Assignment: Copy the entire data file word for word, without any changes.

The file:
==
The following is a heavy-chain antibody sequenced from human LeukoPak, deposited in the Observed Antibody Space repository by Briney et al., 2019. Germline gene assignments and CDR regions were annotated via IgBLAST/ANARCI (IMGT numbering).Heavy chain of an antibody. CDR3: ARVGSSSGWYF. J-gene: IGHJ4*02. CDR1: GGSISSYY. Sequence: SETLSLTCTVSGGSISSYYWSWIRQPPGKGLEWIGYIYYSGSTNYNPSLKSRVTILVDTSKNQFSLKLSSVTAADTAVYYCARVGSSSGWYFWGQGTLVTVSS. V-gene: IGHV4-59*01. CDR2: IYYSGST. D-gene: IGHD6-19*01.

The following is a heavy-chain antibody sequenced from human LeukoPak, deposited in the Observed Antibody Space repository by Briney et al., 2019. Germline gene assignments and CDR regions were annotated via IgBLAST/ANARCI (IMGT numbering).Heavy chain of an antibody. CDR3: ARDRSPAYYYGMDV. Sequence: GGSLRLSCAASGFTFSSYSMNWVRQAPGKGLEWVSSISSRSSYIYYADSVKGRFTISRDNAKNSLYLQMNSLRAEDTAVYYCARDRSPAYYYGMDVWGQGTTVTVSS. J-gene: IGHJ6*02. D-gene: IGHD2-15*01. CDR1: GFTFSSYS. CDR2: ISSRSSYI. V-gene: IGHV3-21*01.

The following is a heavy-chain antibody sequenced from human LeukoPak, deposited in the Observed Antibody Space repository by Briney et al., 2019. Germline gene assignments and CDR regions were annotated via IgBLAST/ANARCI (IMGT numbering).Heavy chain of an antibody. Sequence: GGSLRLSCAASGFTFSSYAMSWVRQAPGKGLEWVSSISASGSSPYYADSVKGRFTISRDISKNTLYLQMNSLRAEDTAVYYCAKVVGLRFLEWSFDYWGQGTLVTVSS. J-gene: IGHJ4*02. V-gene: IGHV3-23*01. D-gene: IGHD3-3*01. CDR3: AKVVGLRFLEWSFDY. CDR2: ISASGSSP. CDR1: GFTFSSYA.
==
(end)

The following is a heavy-chain antibody sequenced from human LeukoPak, deposited in the Observed Antibody Space repository by Briney et al., 2019. Germline gene assignments and CDR regions were annotated via IgBLAST/ANARCI (IMGT numbering).Heavy chain of an antibody. CDR3: ARVGSSSGWYF. J-gene: IGHJ4*02. CDR1: GGSISSYY. Sequence: SETLSLTCTVSGGSISSYYWSWIRQPPGKGLEWIGYIYYSGSTNYNPSLKSRVTILVDTSKNQFSLKLSSVTAADTAVYYCARVGSSSGWYFWGQGTLVTVSS. V-gene: IGHV4-59*01. CDR2: IYYSGST. D-gene: IGHD6-19*01.

The following is a heavy-chain antibody sequenced from human LeukoPak, deposited in the Observed Antibody Space repository by Briney et al., 2019. Germline gene assignments and CDR regions were annotated via IgBLAST/ANARCI (IMGT numbering).Heavy chain of an antibody. CDR3: ARDRSPAYYYGMDV. Sequence: GGSLRLSCAASGFTFSSYSMNWVRQAPGKGLEWVSSISSRSSYIYYADSVKGRFTISRDNAKNSLYLQMNSLRAEDTAVYYCARDRSPAYYYGMDVWGQGTTVTVSS. J-gene: IGHJ6*02. D-gene: IGHD2-15*01. CDR1: GFTFSSYS. CDR2: ISSRSSYI. V-gene: IGHV3-21*01.

The following is a heavy-chain antibody sequenced from human LeukoPak, deposited in the Observed Antibody Space repository by Briney et al., 2019. Germline gene assignments and CDR regions were annotated via IgBLAST/ANARCI (IMGT numbering).Heavy chain of an antibody. Sequence: GGSLRLSCAASGFTFSSYAMSWVRQAPGKGLEWVSSISASGSSPYYADSVKGRFTISRDISKNTLYLQMNSLRAEDTAVYYCAKVVGLRFLEWSFDYWGQGTLVTVSS. J-gene: IGHJ4*02. V-gene: IGHV3-23*01. D-gene: IGHD3-3*01. CDR3: AKVVGLRFLEWSFDY. CDR2: ISASGSSP. CDR1: GFTFSSYA.